This post is part of our series on people, places and things than have found new life in 2008.
When I'm bored, I come up with taglines for the clothesline movement. They have "right to dry," but I prefer the very British "Hang it all!" or the Bondsian "Live and let dry."
The clothesline movement? You might be asking. Umm, we need one of those? Yes, yes we do. You see, it comes down to this idea in the middle of the 20th century in America that the ownership of a machine to do -- well, anything -- was a banner of respectability. Washing dishes, blending your non-dairy whipped topping, mowing your lawn, drying your clothes: power 'em with fossil fuels or be one of the unwashed masses.
We don't want that in our neighborhoods, said the rather small-time powers-that-be, and many communities wrote a ban on outdoor clothes drying along with the removal of livestock and various more hateful bans. One such neighborhood was Awbrey Butte, Oregon, where a resident was threatened with legal action when she chose to flout the CC&Rs and hang her clothes out to dry in the plentiful warm summer sun. She might have done better with this fanciful (and spendy) clothes drying "tree."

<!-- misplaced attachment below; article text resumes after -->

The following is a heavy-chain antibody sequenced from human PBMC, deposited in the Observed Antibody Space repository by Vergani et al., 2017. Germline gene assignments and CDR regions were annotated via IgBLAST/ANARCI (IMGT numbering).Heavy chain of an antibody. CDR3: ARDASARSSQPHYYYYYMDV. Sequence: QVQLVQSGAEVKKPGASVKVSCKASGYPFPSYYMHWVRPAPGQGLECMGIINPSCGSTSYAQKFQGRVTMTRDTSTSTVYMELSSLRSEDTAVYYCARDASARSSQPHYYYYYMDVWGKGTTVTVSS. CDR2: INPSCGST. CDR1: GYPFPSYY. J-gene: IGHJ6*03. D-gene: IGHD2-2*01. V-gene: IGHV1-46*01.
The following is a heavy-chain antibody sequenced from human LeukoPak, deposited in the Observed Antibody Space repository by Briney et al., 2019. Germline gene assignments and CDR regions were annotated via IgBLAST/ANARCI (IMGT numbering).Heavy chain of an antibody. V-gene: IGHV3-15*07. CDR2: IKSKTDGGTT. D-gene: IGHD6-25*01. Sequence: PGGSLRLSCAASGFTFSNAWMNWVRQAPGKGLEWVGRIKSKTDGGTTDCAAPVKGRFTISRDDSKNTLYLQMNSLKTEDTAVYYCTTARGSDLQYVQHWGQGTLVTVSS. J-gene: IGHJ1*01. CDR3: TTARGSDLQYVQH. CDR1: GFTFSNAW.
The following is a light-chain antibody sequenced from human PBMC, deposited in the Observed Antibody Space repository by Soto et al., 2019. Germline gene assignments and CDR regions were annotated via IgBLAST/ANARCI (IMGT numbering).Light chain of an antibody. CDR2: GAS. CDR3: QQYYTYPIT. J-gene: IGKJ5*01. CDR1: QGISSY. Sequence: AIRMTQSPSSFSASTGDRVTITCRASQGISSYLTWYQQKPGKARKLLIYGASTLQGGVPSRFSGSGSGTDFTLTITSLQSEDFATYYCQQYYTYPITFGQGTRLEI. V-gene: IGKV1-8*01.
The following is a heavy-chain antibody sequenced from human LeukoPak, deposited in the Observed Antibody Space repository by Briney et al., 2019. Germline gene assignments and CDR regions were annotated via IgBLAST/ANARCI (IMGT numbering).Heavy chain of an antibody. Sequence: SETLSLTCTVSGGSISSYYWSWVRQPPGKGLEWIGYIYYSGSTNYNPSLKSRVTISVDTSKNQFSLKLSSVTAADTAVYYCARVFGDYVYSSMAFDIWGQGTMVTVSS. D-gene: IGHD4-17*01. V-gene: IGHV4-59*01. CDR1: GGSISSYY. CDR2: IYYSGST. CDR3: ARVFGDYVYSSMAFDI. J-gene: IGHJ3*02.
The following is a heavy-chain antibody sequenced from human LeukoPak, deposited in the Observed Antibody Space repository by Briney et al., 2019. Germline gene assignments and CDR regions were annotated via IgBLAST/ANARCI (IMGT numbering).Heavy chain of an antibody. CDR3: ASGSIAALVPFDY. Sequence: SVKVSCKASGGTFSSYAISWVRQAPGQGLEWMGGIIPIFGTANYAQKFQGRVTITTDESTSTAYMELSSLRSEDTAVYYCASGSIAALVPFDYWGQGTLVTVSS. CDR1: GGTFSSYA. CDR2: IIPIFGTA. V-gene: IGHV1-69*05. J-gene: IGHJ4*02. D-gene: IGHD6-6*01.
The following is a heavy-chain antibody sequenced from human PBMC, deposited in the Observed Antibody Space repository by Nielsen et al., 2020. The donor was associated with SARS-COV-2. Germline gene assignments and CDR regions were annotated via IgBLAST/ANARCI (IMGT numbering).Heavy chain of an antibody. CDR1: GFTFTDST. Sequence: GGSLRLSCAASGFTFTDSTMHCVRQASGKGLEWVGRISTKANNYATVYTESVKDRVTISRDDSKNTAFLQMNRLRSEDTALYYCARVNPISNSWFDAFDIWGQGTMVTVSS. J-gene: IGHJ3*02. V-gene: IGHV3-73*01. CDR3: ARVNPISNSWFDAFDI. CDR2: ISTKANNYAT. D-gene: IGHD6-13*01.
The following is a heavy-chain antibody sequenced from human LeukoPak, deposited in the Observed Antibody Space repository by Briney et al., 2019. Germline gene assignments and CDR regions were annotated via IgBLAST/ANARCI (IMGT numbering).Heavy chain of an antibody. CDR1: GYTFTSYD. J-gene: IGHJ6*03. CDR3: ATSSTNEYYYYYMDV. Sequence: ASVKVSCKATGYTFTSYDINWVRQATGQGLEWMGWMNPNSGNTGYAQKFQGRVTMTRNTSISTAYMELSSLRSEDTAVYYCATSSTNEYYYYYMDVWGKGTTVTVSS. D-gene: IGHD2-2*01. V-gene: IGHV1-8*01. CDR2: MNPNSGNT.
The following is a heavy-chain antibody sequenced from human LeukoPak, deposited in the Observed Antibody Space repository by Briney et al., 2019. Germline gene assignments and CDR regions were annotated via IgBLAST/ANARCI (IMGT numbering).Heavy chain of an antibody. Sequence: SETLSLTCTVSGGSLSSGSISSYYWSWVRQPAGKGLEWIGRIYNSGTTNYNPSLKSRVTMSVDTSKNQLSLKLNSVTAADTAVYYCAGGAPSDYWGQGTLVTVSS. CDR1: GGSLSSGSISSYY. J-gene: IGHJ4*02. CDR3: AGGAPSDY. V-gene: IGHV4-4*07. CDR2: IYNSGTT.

Watch out, neighborhood boards, homeowner associations, town councils. Because the clothesline is coming back. Many of my friends now consider the last rains of spring to herald "drying weather," and extoll the fresh scent of line-hung laundry, along with the savings on their power bill and the nice feeling of appropriate use of one's precious resources. And if you want my opinion? I like the way clothes look, hung out to dry. The comeback of clotheslines is a win, win, win!